TONIGHT The Sphinx Returns, a 4-month performance series kicks off with an intergalactic, conscious shifting Season Opening Event, be.come. Curated by Whitney V. Hunter, "The Sphinx Returns is a return to questioning, mythology, and new ideas, asking how do we encourage and gain new ways of seeing and understanding."
The Event features live performances by The Illustrious Blacks [NYC], Lion Ayodele+++ [NYC], Hector Canonge [NYC], Annabel Guérédrat & Henri Tauliaut [Martinique] and a video installation by Andrew Braddock / David Ian Griess / Elizabeth Lamb.
SEE YOU TONIGHT!
Chicago-based artist, MICHELLE HARTNEY, has been hard at work over the past year to generate awareness of the the United States' high rates of maternal mortality, postpartum PTSD, and obstetric abuse. These issues are all too often pushed aside but the statistics are staggering. Hartney states, "According to the World Health Organization, since 1995, the maternal mortality rate in the United States has increased 250%."
Today, Hartney brings her Mother's Right project to the public in a 2-hour performance at “Rally to Improve Birth” campaign.
Hartney shares further insight into her thoughts leading up to today's performance, the history of her relationship to obstetrics and considerations towards PTSD in our interview below. If you are in Chicago, I hope you consider joining Hartney in this historic effort. Thank you for this work Michelle. -Quinn Dukes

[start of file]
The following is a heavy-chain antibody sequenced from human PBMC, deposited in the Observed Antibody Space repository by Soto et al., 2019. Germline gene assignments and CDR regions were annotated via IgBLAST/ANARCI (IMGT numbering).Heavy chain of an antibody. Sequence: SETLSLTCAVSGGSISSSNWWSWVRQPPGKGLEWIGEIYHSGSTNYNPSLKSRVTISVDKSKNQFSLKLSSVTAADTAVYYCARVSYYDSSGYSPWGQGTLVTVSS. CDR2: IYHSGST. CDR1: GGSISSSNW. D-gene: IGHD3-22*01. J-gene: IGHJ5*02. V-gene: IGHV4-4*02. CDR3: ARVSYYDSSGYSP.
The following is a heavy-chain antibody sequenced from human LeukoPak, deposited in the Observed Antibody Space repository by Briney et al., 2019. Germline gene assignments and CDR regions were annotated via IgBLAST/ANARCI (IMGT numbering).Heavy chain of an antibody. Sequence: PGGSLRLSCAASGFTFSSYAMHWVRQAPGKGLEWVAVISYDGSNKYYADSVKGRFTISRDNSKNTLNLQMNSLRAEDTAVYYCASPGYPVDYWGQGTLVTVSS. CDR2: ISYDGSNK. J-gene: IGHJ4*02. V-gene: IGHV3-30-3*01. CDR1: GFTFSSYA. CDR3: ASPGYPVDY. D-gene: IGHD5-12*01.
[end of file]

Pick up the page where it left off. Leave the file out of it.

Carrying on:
The Vermont Performance Lab (VPL) kicks off the second edition of their Progressive Performance Festival today, September 4th. Founded by Sara Coffey in 2006, VPL is an incubator space for contemporary dance, music and performance. Festival organizers have selected artists that "touch on themes of social justice and cultural memory, and shift the way we relate to our hand-held devices."
The performance art powerhouse -that is- Carmelita Tropicana (aka Alina Troyano) and her award-winning, filmmaker sister, ELA TROYANO, will preview their latest sci-fi film/performance/lecture hybrid, Schwanze-Beast today and tomorrow. The work encounters topics like climate change, gender, species preservation... and also poses the question “What separates human from beast?”
Because Performance Is Alive strives to share the voice of artists directly, I reached out to Carmelita and Ela regarding their new project. Despite an insane rehearsal schedule, they generously provided further insight into their project which can be found in full below. Enjoy and get out to Vermont! - Quinn
Many performers choose to choreograph actions that allow them to embrace slowness. Ernesto Pujol and Marilyn Arsem are two current practitioners that come to mind when considering the necessity of slowness and silence. Both present focused and unwavering meditations on (seemingly) simple gestures. Our next featured artist, MARTINE VIALE, also occupies this similar performance landscape.
I am particularly fascinated by Viale's body of work entitled, "Infiltration in Public Spaces". Viale's ability to interrupt the standard dynamic of public space into an enlivened and bodily architecture is quite wonderful. Viale is based in Montreal and presents both short form and durational actions around the world. In our interview, Viale explains her approach toward "process actions" and reveals details about her upcoming projects. I am pleased to share our conversation below! Enjoy! - Quinn